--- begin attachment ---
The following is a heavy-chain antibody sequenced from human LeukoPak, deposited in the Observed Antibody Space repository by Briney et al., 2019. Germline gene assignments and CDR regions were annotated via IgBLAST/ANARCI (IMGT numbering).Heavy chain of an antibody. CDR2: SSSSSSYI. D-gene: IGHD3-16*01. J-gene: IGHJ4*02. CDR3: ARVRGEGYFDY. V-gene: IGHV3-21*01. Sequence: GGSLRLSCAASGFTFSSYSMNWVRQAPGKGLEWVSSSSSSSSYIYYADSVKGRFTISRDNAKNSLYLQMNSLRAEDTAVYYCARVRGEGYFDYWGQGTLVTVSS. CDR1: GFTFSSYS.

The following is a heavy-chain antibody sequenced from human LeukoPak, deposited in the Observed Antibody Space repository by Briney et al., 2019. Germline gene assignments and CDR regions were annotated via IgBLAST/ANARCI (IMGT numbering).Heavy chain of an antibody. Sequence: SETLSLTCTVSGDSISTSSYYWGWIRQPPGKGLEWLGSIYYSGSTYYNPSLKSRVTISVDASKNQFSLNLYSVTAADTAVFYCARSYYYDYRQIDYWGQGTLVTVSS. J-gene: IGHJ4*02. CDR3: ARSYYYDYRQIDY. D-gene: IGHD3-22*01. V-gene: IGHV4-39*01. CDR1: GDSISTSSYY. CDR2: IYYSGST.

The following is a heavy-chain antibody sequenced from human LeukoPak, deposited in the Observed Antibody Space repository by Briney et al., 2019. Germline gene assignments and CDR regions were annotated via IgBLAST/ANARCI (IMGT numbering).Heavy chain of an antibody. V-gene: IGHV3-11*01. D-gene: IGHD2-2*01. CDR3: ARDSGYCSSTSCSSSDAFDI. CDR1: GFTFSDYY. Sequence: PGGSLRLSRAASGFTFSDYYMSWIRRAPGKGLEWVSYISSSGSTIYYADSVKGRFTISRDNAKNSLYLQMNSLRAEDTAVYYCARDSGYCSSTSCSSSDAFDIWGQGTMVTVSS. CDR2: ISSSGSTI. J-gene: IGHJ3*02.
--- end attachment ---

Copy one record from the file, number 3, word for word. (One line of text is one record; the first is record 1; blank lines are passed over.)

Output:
The following is a heavy-chain antibody sequenced from human LeukoPak, deposited in the Observed Antibody Space repository by Briney et al., 2019. Germline gene assignments and CDR regions were annotated via IgBLAST/ANARCI (IMGT numbering).Heavy chain of an antibody. V-gene: IGHV3-11*01. D-gene: IGHD2-2*01. CDR3: ARDSGYCSSTSCSSSDAFDI. CDR1: GFTFSDYY. Sequence: PGGSLRLSRAASGFTFSDYYMSWIRRAPGKGLEWVSYISSSGSTIYYADSVKGRFTISRDNAKNSLYLQMNSLRAEDTAVYYCARDSGYCSSTSCSSSDAFDIWGQGTMVTVSS. CDR2: ISSSGSTI. J-gene: IGHJ3*02.